Historically, women have been viewed as naturally weaker than their male counterparts. So, in the futuristic settings of many cyberpunk sci-fi works, perhaps the female cyborg as an aggressive, powerful entity serves as a statement of gender issues in technology. Donna Haraway's theory on feminism and the cyborg dives into this thread specifically.

In many of the works we have read in The Cyborg Self, the females characters are often very powerless, nothing like the weakling history has so easily labeled females. In William Gibson's Neuromancer trilogy, Molly is an exquisite cyborg equipped with extendable razor fingernails, a fitting choice of body parts for enhancement considering the fingernail's stereotypically feminine quality. In Ghost in the Shell, one of the most dominant and engaging characters, Major Motoko Kusangi, is female. Furthermore, she constantly runs to the front of the battle lines alone, an action only the most stupid or the most powerful would attempt. In Neal Stephenson's Snow Crash, the main female character Y.T. is equipped with all sorts of gadgets and defensive tools that help her fight through virtually all of Fed Land. In addition, and most impressively, the use of a dentata to subdue the ultra-powerful Raven during his love-making (his self-proclaimed most proficient skill) demonstrates the momentum females have gained and the social position they hold now. In Bubblegum Crisis, all the main characters are female cyborgs. What implications does the female cyborg bring up? What does the female cyborg represent?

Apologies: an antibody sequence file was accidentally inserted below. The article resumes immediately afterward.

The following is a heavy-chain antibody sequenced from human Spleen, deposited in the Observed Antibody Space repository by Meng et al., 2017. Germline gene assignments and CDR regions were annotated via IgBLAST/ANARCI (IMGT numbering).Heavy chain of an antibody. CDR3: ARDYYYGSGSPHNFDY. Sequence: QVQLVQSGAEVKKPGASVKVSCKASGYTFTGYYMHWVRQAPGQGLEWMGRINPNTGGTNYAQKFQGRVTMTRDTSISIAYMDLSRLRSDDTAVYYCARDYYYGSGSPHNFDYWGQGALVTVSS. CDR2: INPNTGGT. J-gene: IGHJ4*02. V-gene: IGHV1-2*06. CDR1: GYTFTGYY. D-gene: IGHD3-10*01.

Course Website cyborg Body & Self Literature

Last modified 25 April 2005